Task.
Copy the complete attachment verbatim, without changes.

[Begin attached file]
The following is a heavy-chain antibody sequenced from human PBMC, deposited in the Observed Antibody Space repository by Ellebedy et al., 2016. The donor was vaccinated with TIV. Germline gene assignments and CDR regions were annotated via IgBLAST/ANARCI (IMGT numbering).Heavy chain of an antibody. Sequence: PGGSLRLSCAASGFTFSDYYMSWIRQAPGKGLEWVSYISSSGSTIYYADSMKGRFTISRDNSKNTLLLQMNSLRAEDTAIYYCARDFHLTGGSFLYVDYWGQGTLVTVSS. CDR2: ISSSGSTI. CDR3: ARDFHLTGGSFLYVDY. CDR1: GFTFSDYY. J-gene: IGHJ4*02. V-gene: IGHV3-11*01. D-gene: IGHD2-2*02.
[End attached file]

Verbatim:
The following is a heavy-chain antibody sequenced from human PBMC, deposited in the Observed Antibody Space repository by Ellebedy et al., 2016. The donor was vaccinated with TIV. Germline gene assignments and CDR regions were annotated via IgBLAST/ANARCI (IMGT numbering).Heavy chain of an antibody. Sequence: PGGSLRLSCAASGFTFSDYYMSWIRQAPGKGLEWVSYISSSGSTIYYADSMKGRFTISRDNSKNTLLLQMNSLRAEDTAIYYCARDFHLTGGSFLYVDYWGQGTLVTVSS. CDR2: ISSSGSTI. CDR3: ARDFHLTGGSFLYVDY. CDR1: GFTFSDYY. J-gene: IGHJ4*02. V-gene: IGHV3-11*01. D-gene: IGHD2-2*02.